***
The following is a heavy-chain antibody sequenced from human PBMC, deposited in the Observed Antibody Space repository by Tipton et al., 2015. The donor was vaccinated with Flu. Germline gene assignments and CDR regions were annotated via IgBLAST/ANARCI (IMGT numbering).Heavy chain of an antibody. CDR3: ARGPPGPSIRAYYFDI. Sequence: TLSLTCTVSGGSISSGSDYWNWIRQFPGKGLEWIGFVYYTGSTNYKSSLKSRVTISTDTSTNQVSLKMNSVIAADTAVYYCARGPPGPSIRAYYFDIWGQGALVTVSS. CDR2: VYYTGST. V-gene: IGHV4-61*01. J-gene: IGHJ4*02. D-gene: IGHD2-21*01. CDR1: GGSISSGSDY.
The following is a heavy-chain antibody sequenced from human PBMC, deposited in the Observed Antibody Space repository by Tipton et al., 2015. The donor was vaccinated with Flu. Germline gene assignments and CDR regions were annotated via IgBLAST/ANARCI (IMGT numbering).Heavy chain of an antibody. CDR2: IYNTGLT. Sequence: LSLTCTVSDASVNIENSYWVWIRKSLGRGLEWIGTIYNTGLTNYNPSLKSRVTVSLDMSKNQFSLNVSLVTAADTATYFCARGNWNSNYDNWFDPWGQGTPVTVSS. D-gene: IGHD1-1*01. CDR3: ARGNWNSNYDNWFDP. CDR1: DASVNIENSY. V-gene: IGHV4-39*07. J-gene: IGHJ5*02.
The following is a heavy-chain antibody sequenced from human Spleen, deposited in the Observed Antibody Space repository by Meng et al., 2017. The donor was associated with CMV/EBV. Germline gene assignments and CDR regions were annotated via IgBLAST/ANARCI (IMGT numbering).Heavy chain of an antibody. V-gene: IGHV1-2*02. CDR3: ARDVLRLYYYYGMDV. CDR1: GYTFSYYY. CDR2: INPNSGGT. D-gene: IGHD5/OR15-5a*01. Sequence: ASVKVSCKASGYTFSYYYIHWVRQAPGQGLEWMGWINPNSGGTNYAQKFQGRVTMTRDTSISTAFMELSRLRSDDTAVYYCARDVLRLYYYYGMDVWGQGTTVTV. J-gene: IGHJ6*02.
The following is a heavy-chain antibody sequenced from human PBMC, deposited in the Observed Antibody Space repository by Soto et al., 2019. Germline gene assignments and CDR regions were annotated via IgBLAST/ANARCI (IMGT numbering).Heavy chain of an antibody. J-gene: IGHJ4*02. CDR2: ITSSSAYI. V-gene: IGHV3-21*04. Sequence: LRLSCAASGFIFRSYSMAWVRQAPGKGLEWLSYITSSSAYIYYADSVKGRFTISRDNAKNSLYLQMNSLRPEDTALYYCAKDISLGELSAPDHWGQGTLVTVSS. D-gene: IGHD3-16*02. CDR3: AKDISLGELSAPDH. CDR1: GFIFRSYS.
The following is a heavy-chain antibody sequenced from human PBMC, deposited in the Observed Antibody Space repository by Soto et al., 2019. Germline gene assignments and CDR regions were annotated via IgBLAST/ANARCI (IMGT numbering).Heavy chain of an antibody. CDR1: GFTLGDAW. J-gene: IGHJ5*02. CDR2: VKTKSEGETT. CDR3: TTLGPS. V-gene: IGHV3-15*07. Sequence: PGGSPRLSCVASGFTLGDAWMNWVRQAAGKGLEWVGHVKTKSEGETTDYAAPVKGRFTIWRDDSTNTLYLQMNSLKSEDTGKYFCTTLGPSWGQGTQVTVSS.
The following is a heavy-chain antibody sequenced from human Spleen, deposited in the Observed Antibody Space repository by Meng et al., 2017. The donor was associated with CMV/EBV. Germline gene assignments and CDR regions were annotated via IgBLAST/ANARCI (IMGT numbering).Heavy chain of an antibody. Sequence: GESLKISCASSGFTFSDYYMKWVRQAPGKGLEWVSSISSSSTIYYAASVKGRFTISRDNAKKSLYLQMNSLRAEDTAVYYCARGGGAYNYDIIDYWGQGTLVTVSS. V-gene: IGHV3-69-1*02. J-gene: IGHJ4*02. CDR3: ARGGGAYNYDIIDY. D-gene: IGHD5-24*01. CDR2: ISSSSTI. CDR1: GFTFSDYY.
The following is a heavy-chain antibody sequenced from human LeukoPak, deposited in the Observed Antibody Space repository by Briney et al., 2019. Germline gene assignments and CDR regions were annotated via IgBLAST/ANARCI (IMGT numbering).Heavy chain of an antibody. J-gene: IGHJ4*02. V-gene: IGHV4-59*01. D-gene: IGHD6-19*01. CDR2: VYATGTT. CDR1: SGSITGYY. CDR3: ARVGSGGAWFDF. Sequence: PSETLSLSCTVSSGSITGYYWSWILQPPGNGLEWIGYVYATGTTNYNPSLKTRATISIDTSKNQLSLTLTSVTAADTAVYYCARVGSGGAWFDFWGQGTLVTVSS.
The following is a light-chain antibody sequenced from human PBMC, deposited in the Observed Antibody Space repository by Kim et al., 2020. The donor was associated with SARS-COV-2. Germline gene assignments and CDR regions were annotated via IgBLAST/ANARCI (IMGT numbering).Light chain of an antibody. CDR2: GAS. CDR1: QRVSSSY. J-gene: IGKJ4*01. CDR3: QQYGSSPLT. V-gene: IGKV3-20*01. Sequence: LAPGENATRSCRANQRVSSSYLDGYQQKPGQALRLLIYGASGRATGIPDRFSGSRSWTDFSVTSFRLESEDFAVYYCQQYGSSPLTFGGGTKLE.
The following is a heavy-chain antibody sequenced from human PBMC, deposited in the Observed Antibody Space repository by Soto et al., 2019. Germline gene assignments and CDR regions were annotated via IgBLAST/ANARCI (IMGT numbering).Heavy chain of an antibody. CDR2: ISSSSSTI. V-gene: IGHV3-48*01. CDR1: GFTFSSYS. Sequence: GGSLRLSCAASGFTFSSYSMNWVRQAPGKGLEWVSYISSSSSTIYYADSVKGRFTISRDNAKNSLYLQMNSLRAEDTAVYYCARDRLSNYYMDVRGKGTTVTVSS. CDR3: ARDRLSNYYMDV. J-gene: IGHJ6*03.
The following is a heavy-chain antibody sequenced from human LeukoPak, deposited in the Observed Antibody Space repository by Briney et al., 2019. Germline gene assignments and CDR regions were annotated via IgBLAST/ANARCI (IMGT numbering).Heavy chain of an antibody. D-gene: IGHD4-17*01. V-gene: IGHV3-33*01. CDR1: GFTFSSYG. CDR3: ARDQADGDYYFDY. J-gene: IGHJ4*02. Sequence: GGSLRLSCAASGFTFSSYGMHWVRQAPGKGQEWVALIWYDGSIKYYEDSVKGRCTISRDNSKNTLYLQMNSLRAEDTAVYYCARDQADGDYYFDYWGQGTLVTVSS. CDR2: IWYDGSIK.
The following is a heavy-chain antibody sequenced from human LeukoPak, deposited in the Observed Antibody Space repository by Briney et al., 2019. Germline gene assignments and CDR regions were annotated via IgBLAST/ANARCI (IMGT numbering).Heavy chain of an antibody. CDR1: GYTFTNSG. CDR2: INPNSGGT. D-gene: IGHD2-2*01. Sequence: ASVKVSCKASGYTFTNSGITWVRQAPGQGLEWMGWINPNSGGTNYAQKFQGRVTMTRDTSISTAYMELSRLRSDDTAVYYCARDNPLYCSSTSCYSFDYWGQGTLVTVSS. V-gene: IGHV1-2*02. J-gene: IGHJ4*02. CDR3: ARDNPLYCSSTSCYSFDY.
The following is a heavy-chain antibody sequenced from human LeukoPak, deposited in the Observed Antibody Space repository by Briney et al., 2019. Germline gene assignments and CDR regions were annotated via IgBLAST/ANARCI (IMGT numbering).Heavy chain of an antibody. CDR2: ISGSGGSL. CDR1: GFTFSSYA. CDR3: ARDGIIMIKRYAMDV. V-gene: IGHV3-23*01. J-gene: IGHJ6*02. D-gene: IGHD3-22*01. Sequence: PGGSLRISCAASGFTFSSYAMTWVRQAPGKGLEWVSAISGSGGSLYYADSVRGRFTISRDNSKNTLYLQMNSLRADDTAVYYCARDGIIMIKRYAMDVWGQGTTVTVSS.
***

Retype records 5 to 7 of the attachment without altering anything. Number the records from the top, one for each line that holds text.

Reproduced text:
The following is a heavy-chain antibody sequenced from human PBMC, deposited in the Observed Antibody Space repository by Soto et al., 2019. Germline gene assignments and CDR regions were annotated via IgBLAST/ANARCI (IMGT numbering).Heavy chain of an antibody. CDR1: GFTLGDAW. J-gene: IGHJ5*02. CDR2: VKTKSEGETT. CDR3: TTLGPS. V-gene: IGHV3-15*07. Sequence: PGGSPRLSCVASGFTLGDAWMNWVRQAAGKGLEWVGHVKTKSEGETTDYAAPVKGRFTIWRDDSTNTLYLQMNSLKSEDTGKYFCTTLGPSWGQGTQVTVSS.
The following is a heavy-chain antibody sequenced from human Spleen, deposited in the Observed Antibody Space repository by Meng et al., 2017. The donor was associated with CMV/EBV. Germline gene assignments and CDR regions were annotated via IgBLAST/ANARCI (IMGT numbering).Heavy chain of an antibody. Sequence: GESLKISCASSGFTFSDYYMKWVRQAPGKGLEWVSSISSSSTIYYAASVKGRFTISRDNAKKSLYLQMNSLRAEDTAVYYCARGGGAYNYDIIDYWGQGTLVTVSS. V-gene: IGHV3-69-1*02. J-gene: IGHJ4*02. CDR3: ARGGGAYNYDIIDY. D-gene: IGHD5-24*01. CDR2: ISSSSTI. CDR1: GFTFSDYY.
The following is a heavy-chain antibody sequenced from human LeukoPak, deposited in the Observed Antibody Space repository by Briney et al., 2019. Germline gene assignments and CDR regions were annotated via IgBLAST/ANARCI (IMGT numbering).Heavy chain of an antibody. J-gene: IGHJ4*02. V-gene: IGHV4-59*01. D-gene: IGHD6-19*01. CDR2: VYATGTT. CDR1: SGSITGYY. CDR3: ARVGSGGAWFDF. Sequence: PSETLSLSCTVSSGSITGYYWSWILQPPGNGLEWIGYVYATGTTNYNPSLKTRATISIDTSKNQLSLTLTSVTAADTAVYYCARVGSGGAWFDFWGQGTLVTVSS.